hermitry

hermit

[hur-mit]
noun
1.
a person who has withdrawn to a solitary place for a life of religious seclusion.
2.
any person living in seclusion; recluse.
3.
Zoology. an animal of solitary habits.
4.
Ornithology. any of numerous hummingbirds of the genera Glaucis and Phaethornis, having curved bills and dull-colored rather than iridescent plumage.
5.
a spiced molasses cookie often containing raisins or nuts.
6.
Obsolete. a beadsman.

Origin:
1175–1225; Middle English ermite, hermite, heremite < Old French < Late Latin erēmīta < Greek erēmītḗs living in a desert, equivalent to erḗm(ia) desert (derivative of erêmos desolate) + -ītēs -ite1

hermitic, hermitical, hermitish, adjective
hermitically, adverb
hermitlike, adjective
hermitry, hermitship, noun
unhermitic, adjective
unhermitical, adjective
unhermitically, adverb


1. eremite, monastic, anchorite, cenobite.
Dictionary.com Unabridged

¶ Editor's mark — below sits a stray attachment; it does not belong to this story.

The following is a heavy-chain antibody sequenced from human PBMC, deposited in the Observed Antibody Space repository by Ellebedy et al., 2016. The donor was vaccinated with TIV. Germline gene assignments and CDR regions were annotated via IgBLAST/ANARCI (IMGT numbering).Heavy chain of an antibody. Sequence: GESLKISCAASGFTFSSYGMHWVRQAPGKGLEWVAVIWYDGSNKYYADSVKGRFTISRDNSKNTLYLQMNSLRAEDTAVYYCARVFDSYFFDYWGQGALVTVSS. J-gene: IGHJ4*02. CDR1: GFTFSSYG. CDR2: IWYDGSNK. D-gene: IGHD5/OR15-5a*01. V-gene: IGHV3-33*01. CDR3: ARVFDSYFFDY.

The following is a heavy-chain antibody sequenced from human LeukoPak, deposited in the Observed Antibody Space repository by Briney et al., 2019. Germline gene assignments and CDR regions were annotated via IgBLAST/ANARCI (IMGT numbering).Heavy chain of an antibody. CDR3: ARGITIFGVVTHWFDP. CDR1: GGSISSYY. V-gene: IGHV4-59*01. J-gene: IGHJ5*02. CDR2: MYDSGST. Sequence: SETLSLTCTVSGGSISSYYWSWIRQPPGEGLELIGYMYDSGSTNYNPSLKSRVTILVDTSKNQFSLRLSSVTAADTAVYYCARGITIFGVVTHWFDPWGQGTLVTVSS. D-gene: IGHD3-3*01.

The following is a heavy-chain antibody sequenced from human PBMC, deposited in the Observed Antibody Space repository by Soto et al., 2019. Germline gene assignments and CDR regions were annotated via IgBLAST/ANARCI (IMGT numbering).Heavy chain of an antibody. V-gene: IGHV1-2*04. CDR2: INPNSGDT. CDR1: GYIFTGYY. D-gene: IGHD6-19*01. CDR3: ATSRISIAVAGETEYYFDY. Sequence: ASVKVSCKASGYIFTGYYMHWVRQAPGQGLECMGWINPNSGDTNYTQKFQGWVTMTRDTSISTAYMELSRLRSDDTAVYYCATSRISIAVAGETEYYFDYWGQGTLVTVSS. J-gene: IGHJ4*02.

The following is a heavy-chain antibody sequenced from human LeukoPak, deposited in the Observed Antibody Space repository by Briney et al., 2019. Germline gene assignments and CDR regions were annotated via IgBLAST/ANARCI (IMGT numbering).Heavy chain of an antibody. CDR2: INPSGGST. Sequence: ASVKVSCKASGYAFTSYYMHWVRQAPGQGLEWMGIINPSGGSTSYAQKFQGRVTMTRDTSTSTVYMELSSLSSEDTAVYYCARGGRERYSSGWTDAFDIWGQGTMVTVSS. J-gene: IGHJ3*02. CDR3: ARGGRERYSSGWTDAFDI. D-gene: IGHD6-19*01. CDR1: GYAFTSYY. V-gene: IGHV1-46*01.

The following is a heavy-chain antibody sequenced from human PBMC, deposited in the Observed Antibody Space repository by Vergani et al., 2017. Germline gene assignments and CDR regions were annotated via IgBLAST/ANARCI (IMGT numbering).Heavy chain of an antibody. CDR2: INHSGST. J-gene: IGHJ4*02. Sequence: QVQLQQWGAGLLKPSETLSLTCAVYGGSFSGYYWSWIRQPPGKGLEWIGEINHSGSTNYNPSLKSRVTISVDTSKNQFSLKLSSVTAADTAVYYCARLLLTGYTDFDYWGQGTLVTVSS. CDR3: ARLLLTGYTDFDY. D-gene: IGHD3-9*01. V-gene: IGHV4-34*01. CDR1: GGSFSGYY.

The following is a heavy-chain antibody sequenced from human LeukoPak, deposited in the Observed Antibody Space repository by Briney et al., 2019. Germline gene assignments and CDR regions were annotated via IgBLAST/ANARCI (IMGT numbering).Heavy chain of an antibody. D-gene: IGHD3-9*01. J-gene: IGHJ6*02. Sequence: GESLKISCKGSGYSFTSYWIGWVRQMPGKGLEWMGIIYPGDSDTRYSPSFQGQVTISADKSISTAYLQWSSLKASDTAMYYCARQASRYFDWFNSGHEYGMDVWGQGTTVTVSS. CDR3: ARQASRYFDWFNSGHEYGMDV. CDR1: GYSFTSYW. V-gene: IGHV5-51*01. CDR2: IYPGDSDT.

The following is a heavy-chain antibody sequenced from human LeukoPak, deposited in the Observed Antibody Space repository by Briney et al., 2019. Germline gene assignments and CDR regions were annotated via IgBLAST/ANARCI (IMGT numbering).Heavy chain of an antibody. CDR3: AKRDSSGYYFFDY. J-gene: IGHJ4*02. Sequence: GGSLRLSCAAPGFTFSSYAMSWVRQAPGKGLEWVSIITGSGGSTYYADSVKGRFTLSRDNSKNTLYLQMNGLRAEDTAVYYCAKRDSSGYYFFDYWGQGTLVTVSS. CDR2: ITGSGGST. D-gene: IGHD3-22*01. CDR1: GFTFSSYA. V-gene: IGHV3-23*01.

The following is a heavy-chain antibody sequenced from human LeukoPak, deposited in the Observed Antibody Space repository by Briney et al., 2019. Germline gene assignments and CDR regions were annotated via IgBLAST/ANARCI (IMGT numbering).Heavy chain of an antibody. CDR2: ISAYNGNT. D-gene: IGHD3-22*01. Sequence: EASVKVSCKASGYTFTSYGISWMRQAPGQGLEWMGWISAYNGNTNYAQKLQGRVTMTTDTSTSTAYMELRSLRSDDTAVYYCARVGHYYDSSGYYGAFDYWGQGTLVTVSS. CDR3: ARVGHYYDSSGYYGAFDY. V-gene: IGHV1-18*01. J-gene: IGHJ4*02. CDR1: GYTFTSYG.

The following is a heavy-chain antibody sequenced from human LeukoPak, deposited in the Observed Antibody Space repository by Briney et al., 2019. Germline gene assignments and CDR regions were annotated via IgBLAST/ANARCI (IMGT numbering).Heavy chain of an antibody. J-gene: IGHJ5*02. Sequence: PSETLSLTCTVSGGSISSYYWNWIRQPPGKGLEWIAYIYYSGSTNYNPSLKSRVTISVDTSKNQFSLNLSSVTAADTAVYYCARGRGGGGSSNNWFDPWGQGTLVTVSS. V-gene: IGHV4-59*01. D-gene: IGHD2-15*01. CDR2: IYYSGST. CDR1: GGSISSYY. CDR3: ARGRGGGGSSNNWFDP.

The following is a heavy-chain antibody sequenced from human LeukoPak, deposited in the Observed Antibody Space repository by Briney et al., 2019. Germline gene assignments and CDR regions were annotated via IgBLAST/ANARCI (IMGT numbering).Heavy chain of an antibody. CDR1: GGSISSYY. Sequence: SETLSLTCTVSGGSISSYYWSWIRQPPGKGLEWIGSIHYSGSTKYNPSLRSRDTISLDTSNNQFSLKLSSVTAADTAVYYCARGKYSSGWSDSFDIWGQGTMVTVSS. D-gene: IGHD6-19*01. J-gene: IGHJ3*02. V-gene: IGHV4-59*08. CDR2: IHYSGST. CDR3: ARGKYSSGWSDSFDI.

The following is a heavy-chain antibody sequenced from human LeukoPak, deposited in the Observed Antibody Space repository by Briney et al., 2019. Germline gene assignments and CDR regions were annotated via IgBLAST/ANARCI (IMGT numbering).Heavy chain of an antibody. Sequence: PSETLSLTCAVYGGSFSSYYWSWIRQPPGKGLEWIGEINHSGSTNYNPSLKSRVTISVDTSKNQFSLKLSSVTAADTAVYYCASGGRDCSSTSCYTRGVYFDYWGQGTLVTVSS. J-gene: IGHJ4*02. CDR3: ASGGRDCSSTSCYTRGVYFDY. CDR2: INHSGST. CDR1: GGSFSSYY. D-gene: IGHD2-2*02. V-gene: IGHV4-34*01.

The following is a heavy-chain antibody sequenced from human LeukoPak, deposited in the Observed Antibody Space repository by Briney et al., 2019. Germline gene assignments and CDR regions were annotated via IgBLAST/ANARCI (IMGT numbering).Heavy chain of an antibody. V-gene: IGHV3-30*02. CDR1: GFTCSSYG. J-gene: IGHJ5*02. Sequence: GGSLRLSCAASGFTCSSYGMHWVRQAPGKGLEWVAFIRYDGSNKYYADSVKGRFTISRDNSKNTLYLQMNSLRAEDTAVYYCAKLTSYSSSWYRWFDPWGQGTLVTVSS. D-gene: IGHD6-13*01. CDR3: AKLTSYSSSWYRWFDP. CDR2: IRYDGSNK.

Based on the Random House Dictionary, © Random House, Inc. 2014.
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Collins
World English Dictionary
hermit (ˈhɜːmɪt)
 
n
1.  one of the early Christian recluses
2.  any person living in solitude
 
[C13: from Old French hermite, from Late Latin erēmīta, from Greek erēmitēs living in the desert, from erēmia desert, from erēmos lonely]
 
her'mitic
 
adj
 
her'mitical
 
adj
 
her'mitically
 
adv
 
'hermit-like
 
adj

Collins English Dictionary - Complete & Unabridged 10th Edition
2009 © William Collins Sons & Co. Ltd. 1979, 1986 © HarperCollins
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Etymonline
Word Origin & History

hermit
1130, from O.Fr. (h)eremite, from L.L. ermita, from Gk. eremites, lit. "person of the desert," from eremia "desert, solitude," from eremos "uninhabited." The hermit crab (1735) was so called for its solitary habits.
Online Etymology Dictionary, © 2010 Douglas Harper
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